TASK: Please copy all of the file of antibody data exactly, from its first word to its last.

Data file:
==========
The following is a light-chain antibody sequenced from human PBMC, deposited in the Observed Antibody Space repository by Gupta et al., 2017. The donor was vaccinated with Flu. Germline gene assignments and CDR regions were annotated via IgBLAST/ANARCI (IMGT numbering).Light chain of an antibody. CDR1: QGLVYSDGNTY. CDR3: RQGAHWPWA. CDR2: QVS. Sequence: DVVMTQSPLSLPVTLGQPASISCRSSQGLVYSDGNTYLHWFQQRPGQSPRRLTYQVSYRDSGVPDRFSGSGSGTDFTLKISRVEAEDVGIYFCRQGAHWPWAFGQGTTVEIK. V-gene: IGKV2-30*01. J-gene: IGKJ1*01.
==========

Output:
The following is a light-chain antibody sequenced from human PBMC, deposited in the Observed Antibody Space repository by Gupta et al., 2017. The donor was vaccinated with Flu. Germline gene assignments and CDR regions were annotated via IgBLAST/ANARCI (IMGT numbering).Light chain of an antibody. CDR1: QGLVYSDGNTY. CDR3: RQGAHWPWA. CDR2: QVS. Sequence: DVVMTQSPLSLPVTLGQPASISCRSSQGLVYSDGNTYLHWFQQRPGQSPRRLTYQVSYRDSGVPDRFSGSGSGTDFTLKISRVEAEDVGIYFCRQGAHWPWAFGQGTTVEIK. V-gene: IGKV2-30*01. J-gene: IGKJ1*01.